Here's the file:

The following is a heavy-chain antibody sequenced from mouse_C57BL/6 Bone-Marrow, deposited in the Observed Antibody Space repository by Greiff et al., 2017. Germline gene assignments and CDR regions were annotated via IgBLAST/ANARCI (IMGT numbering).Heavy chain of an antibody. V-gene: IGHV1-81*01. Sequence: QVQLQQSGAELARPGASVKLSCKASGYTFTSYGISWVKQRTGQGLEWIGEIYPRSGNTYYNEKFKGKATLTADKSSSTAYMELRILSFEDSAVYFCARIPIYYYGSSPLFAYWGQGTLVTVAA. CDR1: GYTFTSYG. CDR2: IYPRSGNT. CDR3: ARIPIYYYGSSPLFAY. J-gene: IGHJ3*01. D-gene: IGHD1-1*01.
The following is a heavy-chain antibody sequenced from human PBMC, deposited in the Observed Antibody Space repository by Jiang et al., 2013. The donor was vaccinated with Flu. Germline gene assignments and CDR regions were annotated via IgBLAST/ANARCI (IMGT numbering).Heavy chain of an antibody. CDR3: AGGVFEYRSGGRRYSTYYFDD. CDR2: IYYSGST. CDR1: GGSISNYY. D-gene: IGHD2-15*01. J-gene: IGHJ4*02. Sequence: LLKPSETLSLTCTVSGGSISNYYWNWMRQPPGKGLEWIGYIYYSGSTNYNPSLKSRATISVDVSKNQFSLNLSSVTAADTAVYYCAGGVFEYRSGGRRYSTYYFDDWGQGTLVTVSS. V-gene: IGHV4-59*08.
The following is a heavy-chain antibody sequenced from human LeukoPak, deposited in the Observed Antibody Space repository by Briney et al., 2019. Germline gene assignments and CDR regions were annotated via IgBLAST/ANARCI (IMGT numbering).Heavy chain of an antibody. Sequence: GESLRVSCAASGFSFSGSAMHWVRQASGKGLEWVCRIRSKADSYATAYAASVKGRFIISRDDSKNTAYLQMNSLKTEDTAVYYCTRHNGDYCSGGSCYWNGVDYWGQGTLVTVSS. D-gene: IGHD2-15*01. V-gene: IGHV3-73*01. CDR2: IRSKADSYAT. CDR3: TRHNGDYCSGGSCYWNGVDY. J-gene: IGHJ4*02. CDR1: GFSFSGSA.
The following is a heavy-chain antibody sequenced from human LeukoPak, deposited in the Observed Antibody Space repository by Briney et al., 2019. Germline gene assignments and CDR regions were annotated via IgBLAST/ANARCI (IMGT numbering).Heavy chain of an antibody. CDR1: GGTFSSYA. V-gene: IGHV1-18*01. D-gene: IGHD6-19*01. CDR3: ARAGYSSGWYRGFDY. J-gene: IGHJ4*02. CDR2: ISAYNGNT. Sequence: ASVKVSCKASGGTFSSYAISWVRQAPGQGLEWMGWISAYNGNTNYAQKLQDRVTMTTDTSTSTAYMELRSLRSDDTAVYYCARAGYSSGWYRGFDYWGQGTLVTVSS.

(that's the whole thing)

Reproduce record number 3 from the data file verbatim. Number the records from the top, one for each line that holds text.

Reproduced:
The following is a heavy-chain antibody sequenced from human LeukoPak, deposited in the Observed Antibody Space repository by Briney et al., 2019. Germline gene assignments and CDR regions were annotated via IgBLAST/ANARCI (IMGT numbering).Heavy chain of an antibody. Sequence: GESLRVSCAASGFSFSGSAMHWVRQASGKGLEWVCRIRSKADSYATAYAASVKGRFIISRDDSKNTAYLQMNSLKTEDTAVYYCTRHNGDYCSGGSCYWNGVDYWGQGTLVTVSS. D-gene: IGHD2-15*01. V-gene: IGHV3-73*01. CDR2: IRSKADSYAT. CDR3: TRHNGDYCSGGSCYWNGVDY. J-gene: IGHJ4*02. CDR1: GFSFSGSA.